By Q Radio News Team and PA.
Groups of four to six people who do not share a household will be allowed to meet outdoors while maintaining social distancing in one of the first steps in Northern Ireland's road map out of lockdown.
A five-point plan with no firm dates has been published for exiting coronavirus restrictions.
Those unable to work from home will be encouraged to return to work on a phased basis in another early shift if the reproductive rate at which the virus is spread continues to decline below one.
Large outdoor-based retailers such as garden centres will also be permitted to reopen in the first step as life edges its way back towards normality.
The decision on when to make changes will be guided primarily by the medical and scientific evidence and the NHS's capacity to cope.
There is flexibility for different parts of the economy such as return to schooling and increased use of public transport to move at different paces.
Michelle O'Neill says it is unlikely that schools will reopen properly till September and that careful planning is needed on this issue.— Q Radio News (@qnewsdesk) May 12, 2020
She says more clarity will be given by the Education Minister Peter Weir. pic.twitter.com/obAFbAWgbn
Drive-through church services will be available and churches will open for private prayer at an early stage.
Outdoor spaces and public sport amenities will also be included in the first step of reopening.
Large indoor gatherings, nightclubs, concerts, close physical contact sports, restaurants, cafes, pubs and early years education will be included in the final, step five, relaxation.
Stormont's next regular three-weekly review of the restrictions is due at the end of May but will be guided by the medical evidence at the time.
The First Minister says the roadmap does not have dates, rather it has a criteria led approach.— Q Radio News (@qnewsdesk) May 12, 2020
Instead it is based on people's health and wellbeing, NHS capacity and the impact economically on society.
She says restrictions so far have worked. pic.twitter.com/6nVmTZhcMB
According to the blueprint, the second step will see groups of 10 being able to meet outdoors, team sports training allowed on a non-contact basis in small groups, the reopening of some libraries and open-air museums, as well as indoor activities involving limited contact of less than 10 minutes and with two to four people.
The third step will see groups of up to 30 being able to gather outside, the reopening of more libraries, as well as museums and galleries, concert and theatre rehearsals resuming and larger indoor gatherings.
The fourth step will see socially distanced church services, the resumption of competitive sport behind closed doors or with a limited number of spectators, leisure centres reopening and outdoor concerts resuming on a restricted basis.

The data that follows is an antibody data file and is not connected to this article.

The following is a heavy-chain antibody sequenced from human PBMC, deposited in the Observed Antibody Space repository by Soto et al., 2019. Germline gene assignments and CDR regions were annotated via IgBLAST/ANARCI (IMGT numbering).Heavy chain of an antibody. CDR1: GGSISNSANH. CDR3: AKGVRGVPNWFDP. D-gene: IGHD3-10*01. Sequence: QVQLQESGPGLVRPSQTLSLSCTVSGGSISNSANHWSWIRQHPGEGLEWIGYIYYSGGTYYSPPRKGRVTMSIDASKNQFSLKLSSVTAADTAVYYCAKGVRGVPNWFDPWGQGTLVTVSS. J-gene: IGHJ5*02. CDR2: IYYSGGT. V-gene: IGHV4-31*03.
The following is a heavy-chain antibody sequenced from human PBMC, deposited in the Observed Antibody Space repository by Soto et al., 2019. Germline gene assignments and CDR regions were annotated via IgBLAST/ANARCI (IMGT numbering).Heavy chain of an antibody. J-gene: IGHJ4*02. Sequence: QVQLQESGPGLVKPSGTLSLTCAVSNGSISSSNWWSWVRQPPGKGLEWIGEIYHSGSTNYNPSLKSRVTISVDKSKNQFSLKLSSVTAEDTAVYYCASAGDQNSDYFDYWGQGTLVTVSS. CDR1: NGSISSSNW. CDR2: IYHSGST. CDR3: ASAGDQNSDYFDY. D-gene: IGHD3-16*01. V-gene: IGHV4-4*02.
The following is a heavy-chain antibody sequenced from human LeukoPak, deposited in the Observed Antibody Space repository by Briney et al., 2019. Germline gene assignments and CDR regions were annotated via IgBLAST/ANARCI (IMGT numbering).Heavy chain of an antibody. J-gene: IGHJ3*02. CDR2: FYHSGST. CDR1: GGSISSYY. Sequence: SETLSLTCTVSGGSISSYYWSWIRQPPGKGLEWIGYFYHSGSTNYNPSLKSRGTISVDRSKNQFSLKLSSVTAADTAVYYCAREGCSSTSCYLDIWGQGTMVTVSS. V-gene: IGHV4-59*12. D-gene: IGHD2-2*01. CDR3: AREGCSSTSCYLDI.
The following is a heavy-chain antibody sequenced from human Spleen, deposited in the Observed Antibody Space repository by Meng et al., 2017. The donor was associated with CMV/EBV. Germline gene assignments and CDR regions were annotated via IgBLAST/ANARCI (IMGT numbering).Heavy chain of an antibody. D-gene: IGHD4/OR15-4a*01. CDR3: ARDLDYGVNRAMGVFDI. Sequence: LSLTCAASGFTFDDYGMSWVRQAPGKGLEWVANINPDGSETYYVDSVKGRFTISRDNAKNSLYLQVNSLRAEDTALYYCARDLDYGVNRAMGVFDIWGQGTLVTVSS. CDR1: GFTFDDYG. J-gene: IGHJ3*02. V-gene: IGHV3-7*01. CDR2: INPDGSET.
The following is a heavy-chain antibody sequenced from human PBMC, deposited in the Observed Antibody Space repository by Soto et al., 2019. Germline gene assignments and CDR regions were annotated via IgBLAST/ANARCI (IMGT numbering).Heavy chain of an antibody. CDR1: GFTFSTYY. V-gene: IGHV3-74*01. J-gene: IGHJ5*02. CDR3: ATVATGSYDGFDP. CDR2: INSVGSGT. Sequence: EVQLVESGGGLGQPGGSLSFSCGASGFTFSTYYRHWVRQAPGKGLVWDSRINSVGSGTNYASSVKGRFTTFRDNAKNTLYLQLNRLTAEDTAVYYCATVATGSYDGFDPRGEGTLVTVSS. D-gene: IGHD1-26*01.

Stormont First Minister Arlene Foster told the Northern Ireland Assembly: "Our road map won't answer every query - it provides an indication, which people can use in looking ahead and anticipating how the next weeks and months might evolve."
The Stormont Executive said that, as of May 10, 33,440 individuals in the region had been tested for Covid-19, with 4,149 laboratory-confirmed cases and 438 reported deaths, adding that although overall case numbers are continuing to rise, it is at a slower rate than before.
Michelle O'Neill says there is capability to test 2000 people day.— Q Radio News (@qnewsdesk) May 12, 2020
She says there is a plan for this to be increased to up to 3,500 tests a day. pic.twitter.com/SGxv86iRqG
It also notes a "gradual decline" in both hospital admissions and intensive care unit occupancy, reflecting a reduction in transmission of the virus and progression of the epidemic.
The First Minister added: "Our restrictions have worked and they have and are saving lives.
"We are asking a lot of our people, and we appreciate that the restrictions have health and well being consequences too.
"We want everyone to be able to go out, visit relatives, socialise and enjoy everything this place has to offer. We need to get people back to work where safe to do so. We will get there. It will take time, but we will get there."
Northern Ireland's R measure of virus transmission is at approximately level 0.8 and medics have said they want to drive it down further.
The regulations will continue to be reviewed within every three-week period. There may be reviews where no change is warranted and others when more change is possible.
Each process of review should not be read as being linked to the next step of the relaxations, Stormont's road map said.
Deputy First Minister Michelle O'Neill told the Assembly: "We are appealing to the public to please be patient.
"The restrictions remain in place at this time, because it is necessary and because it is thankfully working.
"Our biggest threat in the fight against Covid-19 is complacency.
"Until a vaccine is found it means co-existing with the virus and therefore a radical change to how we live our daily lives for some time.
Deputy First Minister Michelle O'Neill says the restrictions will "remain in place."— Q Radio News (@qnewsdesk) May 12, 2020
She says the biggest threat in relation to the virus is "complacent" and adds life will not go back to normal until there is a vaccine in place. pic.twitter.com/qJhAzLjzkV
"Life as we know it has changed, we will have to continue to adjust."
The First Minister has also welcomed the extension of the UK government furlough scheme till October by Chancellor Rishi Sunak.
Arlene Foster says the extension of the furlough scheme will stop people from being made redundant by firms.— Q Radio News (@qnewsdesk) May 12, 2020
"I really welcome the fact that the furlough scheme has been extended." pic.twitter.com/RwdIfn53Vl